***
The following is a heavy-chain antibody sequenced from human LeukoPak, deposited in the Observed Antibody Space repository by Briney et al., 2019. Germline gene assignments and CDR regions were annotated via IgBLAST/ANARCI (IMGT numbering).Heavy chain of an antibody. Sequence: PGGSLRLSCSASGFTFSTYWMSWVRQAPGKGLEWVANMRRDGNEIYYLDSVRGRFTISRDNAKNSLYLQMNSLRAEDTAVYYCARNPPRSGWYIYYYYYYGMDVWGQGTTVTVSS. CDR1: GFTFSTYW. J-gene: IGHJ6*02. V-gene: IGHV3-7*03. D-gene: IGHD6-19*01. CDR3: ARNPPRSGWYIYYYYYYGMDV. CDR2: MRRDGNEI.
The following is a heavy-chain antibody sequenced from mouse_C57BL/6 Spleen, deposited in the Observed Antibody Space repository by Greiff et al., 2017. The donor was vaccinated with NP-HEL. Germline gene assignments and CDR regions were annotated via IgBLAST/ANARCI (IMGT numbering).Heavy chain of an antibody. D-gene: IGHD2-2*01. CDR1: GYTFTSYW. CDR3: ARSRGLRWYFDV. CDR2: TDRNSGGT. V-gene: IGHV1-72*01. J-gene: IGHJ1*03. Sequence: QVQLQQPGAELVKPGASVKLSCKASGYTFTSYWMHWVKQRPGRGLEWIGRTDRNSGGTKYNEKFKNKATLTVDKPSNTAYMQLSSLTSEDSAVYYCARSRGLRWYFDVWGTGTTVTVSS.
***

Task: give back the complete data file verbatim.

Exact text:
The following is a heavy-chain antibody sequenced from human LeukoPak, deposited in the Observed Antibody Space repository by Briney et al., 2019. Germline gene assignments and CDR regions were annotated via IgBLAST/ANARCI (IMGT numbering).Heavy chain of an antibody. Sequence: PGGSLRLSCSASGFTFSTYWMSWVRQAPGKGLEWVANMRRDGNEIYYLDSVRGRFTISRDNAKNSLYLQMNSLRAEDTAVYYCARNPPRSGWYIYYYYYYGMDVWGQGTTVTVSS. CDR1: GFTFSTYW. J-gene: IGHJ6*02. V-gene: IGHV3-7*03. D-gene: IGHD6-19*01. CDR3: ARNPPRSGWYIYYYYYYGMDV. CDR2: MRRDGNEI.
The following is a heavy-chain antibody sequenced from mouse_C57BL/6 Spleen, deposited in the Observed Antibody Space repository by Greiff et al., 2017. The donor was vaccinated with NP-HEL. Germline gene assignments and CDR regions were annotated via IgBLAST/ANARCI (IMGT numbering).Heavy chain of an antibody. D-gene: IGHD2-2*01. CDR1: GYTFTSYW. CDR3: ARSRGLRWYFDV. CDR2: TDRNSGGT. V-gene: IGHV1-72*01. J-gene: IGHJ1*03. Sequence: QVQLQQPGAELVKPGASVKLSCKASGYTFTSYWMHWVKQRPGRGLEWIGRTDRNSGGTKYNEKFKNKATLTVDKPSNTAYMQLSSLTSEDSAVYYCARSRGLRWYFDVWGTGTTVTVSS.